I came across an intriguing headline the other day: Malware coders adopt DevOps to target smut sites. The article, unfortunately, is fairly vague about what exactly that means, but it got me thinking about the potential implications.
It’s all just a function of rivals competing. Just as Company A has to find a way to work more efficiently and bring better products and services to market faster than Company B, malware developers need to be faster and more agile than their targets. In either scenario DevOps can give one or both parties a competitive boost.
Although the article in question simply says malware developers are “now engaged in DevOps,” and claims it’s the first time that behavior has been seen from the dark side, the reality is that malware developers—even those in organized cybercrime groups—have always had an element of DevOps to them. By their very nature they’re more inclined to have shared responsibilities and to exhibit the sort of jack-of-all-trades cross-functionality that we expect to find in young startups.
“It has always been the case that most attackers embrace much more of a DevOps pattern than defenders. Most of these folks were born of the Internet way of thinking and nowhere in their playbook do they have the traditional data center change controls or any other big enterprise methodology,” declared TK Keanini, CTO of Lancope.
The problem that many organizations face when it comes to mounting an effective defense is a lack of situational awareness of their own environment. In many cases the attackers actually know more about the organization’s network, and the assets connected to it than the organization itself.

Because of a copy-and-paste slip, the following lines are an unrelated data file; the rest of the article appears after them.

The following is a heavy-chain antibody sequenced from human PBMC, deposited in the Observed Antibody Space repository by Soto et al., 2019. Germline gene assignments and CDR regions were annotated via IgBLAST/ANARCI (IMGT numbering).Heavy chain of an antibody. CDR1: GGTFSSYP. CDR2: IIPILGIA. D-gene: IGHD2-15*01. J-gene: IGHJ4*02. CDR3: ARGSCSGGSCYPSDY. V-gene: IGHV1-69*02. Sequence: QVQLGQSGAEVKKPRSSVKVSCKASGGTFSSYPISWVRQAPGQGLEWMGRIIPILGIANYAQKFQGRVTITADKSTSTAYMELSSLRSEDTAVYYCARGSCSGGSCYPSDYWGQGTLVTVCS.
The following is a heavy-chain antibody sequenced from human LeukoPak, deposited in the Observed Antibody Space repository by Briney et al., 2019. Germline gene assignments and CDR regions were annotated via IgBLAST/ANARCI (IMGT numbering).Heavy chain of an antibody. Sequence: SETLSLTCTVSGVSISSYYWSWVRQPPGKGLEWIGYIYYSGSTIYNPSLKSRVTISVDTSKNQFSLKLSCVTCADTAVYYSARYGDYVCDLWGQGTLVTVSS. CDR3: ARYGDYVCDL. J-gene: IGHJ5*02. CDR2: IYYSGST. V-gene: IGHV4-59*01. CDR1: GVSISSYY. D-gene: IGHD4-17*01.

Effective defense also requires agility. Companies need to be able to adapt quickly and implement changes without impacting business continuity. Keanini says, “DevOps is one way to do this and something like the Rugged Manifesto does a great job of capturing the essence of what it will take to battle this threat day in and day out.”:
The Rugged Manifesto
I am rugged and, more importantly, my code is rugged.
I recognize that software has become a foundation of our modern world.
I recognize the awesome responsibility that comes with this foundational role.
I recognize that my code will be used in ways I cannot anticipate, in ways it was not designed, and for longer than it was ever intended.
I recognize that my code will be attacked by talented and persistent adversaries who threaten our physical, economic and national security.
I recognize these things – and I choose to be rugged.
I am rugged because I refuse to be a source of vulnerability or weakness.
I am rugged because I assure my code will support its mission.
I am rugged because my code can face these challenges and persist in spite of them.
I am rugged, not because it is easy, but because it is necessary and I am up for the challenge.
The question is, “How?”
Keanini—ever the strategist—references the OODA loop, conceived by USAF Colonel John Boyd. OODA is an acronym for Observe, Orient, Decide, and Act. The concept was originally designed for military combat operations but can also be applied quite effectively in many areas of business. Applying it to network or endpoint security, the idea is to at least raise the cost of observation and orientation for the opponent—in this case the malware developers.
“DevOps can deliver this because change can be implemented as a defense whereby the adversary never has time enough to make enough of an observation, or orientation accurate enough for effective decision and action,” clarified Keanini.
There are a few different elements involved here. Continuous monitoring and continuous incident response are both applications of a DevOps mentality that can help organizations mount a more effective defense against sophisticated attacks. The OODA loop Keanini refers to is less about response, and more about applying DevOps philosophies to take away the strategic initiative from the attackers in the first place.
One thing is certain, if the malware developers implement policies that enable them to craft and deploy attacks faster, businesses will have no choice but to figure out some way to adapt and defend more quickly as well.